Search for tag "Maid of Heaven"
||Bahá'u'lláh had a vision of the Maiden, who announced to Him that He was the Manifestation of God for this Age. [BBD142–3, 212; BKG823 ESW11–12, 21 GPB101–2; KAN62]
"While engulfed in tribulations I heard a most wondrous, a most sweet voice, calling above My head. Turning My face, I beheld a Maiden-" [SLH5-6]
This experience compares to the episode of Moses and the Burning Bush, Zoroaster and the Seven Visions, Buddha under the Bodhi tree, the descent of the Dove upon Jesus and the voice of Gabriel commanding Muhammad to ‘cry in the name of thy Lord'. [GPB93, 101]
The Báb repeatedly gave the year nine as the date of the appearance of ‘Him Whom God shall make manifest'. The Declaration of the Báb took place in AH 1260; year nine was therefore AH 1269, which began in the middle of October when Bahá'u'lláh had been in prison for about two months. [CB46–7]
Subsequently in His Writings Bahá’u’lláh declared that He was the "Promised One" of all religions, fulfilling the messianic prophecies found in world religions. He stated that being several messiahs converging one person were the spiritual, rather than material, fulfilment of the messianic and eschatological prophecies found in the literature of the major religions. His eschatological claims constitute six distinctive messianic identifications: from Judaism, the incarnation of the "Everlasting Father" from the Yuletide prophecy of Isaiah 9:6, the "Lord of Hosts"; from Christianity, the "Spirit of Truth" or Comforter predicted by Jesus in His farewell discourse of John 14-17 and the return of Christ "in the glory of the Father"; from Zoroastrianism, the return of Shah Bahram Varjavand, a Zoroastrian messiah predicted in various late Pahlavi texts; from Shi'a Islam the return of the Third Imam, Imam Husayn; from Sunni Islam, the return of Jesus, Isa; and from the Bábí religion, He whom God shall make manifest.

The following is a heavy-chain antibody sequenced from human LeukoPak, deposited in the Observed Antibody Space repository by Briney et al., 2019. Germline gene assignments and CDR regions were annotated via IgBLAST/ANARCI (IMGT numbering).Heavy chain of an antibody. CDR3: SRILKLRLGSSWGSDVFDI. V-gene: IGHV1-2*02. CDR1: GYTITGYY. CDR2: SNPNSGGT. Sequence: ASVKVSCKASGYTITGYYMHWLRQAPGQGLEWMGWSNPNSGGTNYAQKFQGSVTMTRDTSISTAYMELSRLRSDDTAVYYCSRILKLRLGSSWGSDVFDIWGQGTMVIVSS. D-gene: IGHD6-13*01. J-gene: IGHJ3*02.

While Bahá’u’lláh did not explicitly state Himself to be either the Hindu or Buddhist messiah, He did so in principle through His writings. Later, ‘Abdu’l-Bahá stated that Bahá’u’lláh was the Kalki avatar, who in the classical Hindu Vaishnavas tradition, is the tenth and final avatar (great incarnation) of Vishnu who will come to end The Age of Darkness and Destruction. Bahá’ís also believe that Bahá’u’lláh is the fulfilment of the prophecy of appearance of the Maitreya Buddha, who is a future Buddha who will eventually appear on Earth, achieve complete enlightenment, and teach the pure Dharma. Bahá’ís believe that the prophecy that Maitreya will usher in a new society of tolerance and love has been fulfilled by Bahá’u’lláh's teachings on world peace. [Bahaipedia]
See P&M195-196 (1969), 298-299 (1987) where states, "...the First Call gone forth from His lips than the whole creation was revolutionized, and all that are in the heavens and all that are on earth were stirred to the depths". What was "the First Call"?. See GPB121, “These initial and impassioned outpourings of a Soul struggling to unburden itself, in the solitude of a self-imposed exile (many of them, alas lost to posterity) are, with the Tablet of Kullu’t-Tá’am and the poem entitled Rashh-i-‘Amá, revealed in Ṭihrán, the first fruits of His Divine Pen.”